The first few months as a new parent are exciting, but they can also be overwhelming.
Estate planning is likely not high on your list of priorities. As inevitable as death is, it’s certainly not pleasant to think about, especially when considering something as important as who will care for your child if you are no longer able to.
However, estate planning is essential to making sure your wishes for both your property and your child are carried out in the event of your death. Here is a list of five tasks all new parents should do ASAP.
1. Write a will
This legal document communicates how you want your property and dependents to be cared for. For a new parent, a critical function of a will is to name a guardian for your child.
If you die without a will, probate court will appoint a guardian based on the best interests of the child. Complications can arise, though.
For instance, in some states, family members will have to petition the court for guardianship. Not only is this an expensive and time-consuming process, it can also result in disagreement and heartache for your family and your child.
Also, be sure to designate an alternate guardian in case the primary guardian is unable to fulfill their duty.
2. Pen a letter of instruction
The letter of instruction can be stored with your will, and its purpose is to be a more specific directive to your child’s guardian. It communicates how you would like your child to be raised.
Perhaps you want your child to attend a particular school or church. You may wish to list certain friends or relatives that the guardian should allow to have a relationship with the child. If your child has special needs, this letter can outline the ways the guardian can provide the best care.
3. Designate powers of attorney
A power of attorney is a document that gives another person the authority to make decisions on your behalf. The power comes into effect when you are incapacitated or otherwise unable to speak for yourself.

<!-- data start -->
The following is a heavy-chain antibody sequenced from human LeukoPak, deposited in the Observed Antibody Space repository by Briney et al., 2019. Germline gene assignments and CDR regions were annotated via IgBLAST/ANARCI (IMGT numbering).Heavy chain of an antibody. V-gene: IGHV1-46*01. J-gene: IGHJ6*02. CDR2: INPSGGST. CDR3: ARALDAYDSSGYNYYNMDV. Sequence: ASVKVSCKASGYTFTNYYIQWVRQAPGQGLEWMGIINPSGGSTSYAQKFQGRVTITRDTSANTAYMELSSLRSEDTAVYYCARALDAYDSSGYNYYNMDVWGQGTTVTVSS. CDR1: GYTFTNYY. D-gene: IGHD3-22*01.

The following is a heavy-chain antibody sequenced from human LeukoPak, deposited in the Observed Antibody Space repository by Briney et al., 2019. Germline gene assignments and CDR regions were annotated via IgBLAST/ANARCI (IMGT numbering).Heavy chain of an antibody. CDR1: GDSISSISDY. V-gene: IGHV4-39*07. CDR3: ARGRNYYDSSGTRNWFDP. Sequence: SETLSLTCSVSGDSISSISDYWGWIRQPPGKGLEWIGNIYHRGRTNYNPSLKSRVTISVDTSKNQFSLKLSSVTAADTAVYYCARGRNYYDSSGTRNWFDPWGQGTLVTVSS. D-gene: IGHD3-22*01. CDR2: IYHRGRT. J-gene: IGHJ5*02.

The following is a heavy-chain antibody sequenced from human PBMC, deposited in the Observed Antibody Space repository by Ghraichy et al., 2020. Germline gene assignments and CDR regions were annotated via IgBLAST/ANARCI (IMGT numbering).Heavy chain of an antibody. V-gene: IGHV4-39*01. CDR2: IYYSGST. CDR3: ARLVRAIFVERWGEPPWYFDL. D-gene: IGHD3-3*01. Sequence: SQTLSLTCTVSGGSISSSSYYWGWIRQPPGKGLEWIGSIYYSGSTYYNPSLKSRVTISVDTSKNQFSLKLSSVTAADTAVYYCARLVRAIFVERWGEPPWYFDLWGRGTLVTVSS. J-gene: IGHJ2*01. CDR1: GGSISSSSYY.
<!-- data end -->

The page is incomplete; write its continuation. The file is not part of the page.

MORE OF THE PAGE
A durable power of attorney grants someone the ability to make decisions for you regarding financial and personal matters, while a health care power of attorney names someone who can make health-related decisions on your behalf.
Note: Your powers of attorney for property and health care can be the same person — just be sure to name that person specifically for both roles to avoid any confusion.
4. Get a life insurance policy
This is critical, especially if you are the primary earner in the household. If you die, the policy will replace your income for a certain period of time (called a “death benefit”) so your family can continue to pay the mortgage and bills.
There are two major types of life insurance: term and permanent. Term life insurance covers your family if your death occurs during a specific time frame (common terms are 10, 20, and 30 years). Permanent life insurance policies will pay the death benefit regardless of when you die.
In some cases, your employer may offer life insurance as part of a fringe benefit package. Regardless, it’s a good idea to have a policy of your own. Compare quotes from different companies here.
5. Name beneficiaries
Beneficiaries receive assets from retirement accounts and life insurance. In most cases, the spouse is the default primary beneficiary unless they sign a waiver.
You can also name a contingent beneficiary, such as your child, who will receive your retirement and life insurance assets if you and the primary beneficiary die.
Note that the beneficiaries listed on your retirement accounts and life insurance policies override your will, so update these documents now and review them periodically to make sure they are consistent with your wishes.
The bottom line
If you don’t have these estate documents, a judge will decide how to distribute your estate, usually based on intestate succession. Having an estate plan in place can save your family a lot of time and expense, as well as give you peace of mind that your child will be well cared for physically, financially, and emotionally.